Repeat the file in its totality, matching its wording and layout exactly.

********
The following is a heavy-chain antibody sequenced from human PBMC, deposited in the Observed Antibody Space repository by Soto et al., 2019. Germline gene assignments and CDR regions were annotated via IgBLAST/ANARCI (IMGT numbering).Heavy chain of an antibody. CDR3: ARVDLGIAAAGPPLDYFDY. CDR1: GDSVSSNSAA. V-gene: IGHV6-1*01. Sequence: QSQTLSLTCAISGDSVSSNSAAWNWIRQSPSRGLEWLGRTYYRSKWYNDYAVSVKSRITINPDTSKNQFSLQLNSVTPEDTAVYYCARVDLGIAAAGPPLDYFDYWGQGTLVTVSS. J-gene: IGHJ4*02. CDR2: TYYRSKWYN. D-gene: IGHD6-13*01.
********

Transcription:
The following is a heavy-chain antibody sequenced from human PBMC, deposited in the Observed Antibody Space repository by Soto et al., 2019. Germline gene assignments and CDR regions were annotated via IgBLAST/ANARCI (IMGT numbering).Heavy chain of an antibody. CDR3: ARVDLGIAAAGPPLDYFDY. CDR1: GDSVSSNSAA. V-gene: IGHV6-1*01. Sequence: QSQTLSLTCAISGDSVSSNSAAWNWIRQSPSRGLEWLGRTYYRSKWYNDYAVSVKSRITINPDTSKNQFSLQLNSVTPEDTAVYYCARVDLGIAAAGPPLDYFDYWGQGTLVTVSS. J-gene: IGHJ4*02. CDR2: TYYRSKWYN. D-gene: IGHD6-13*01.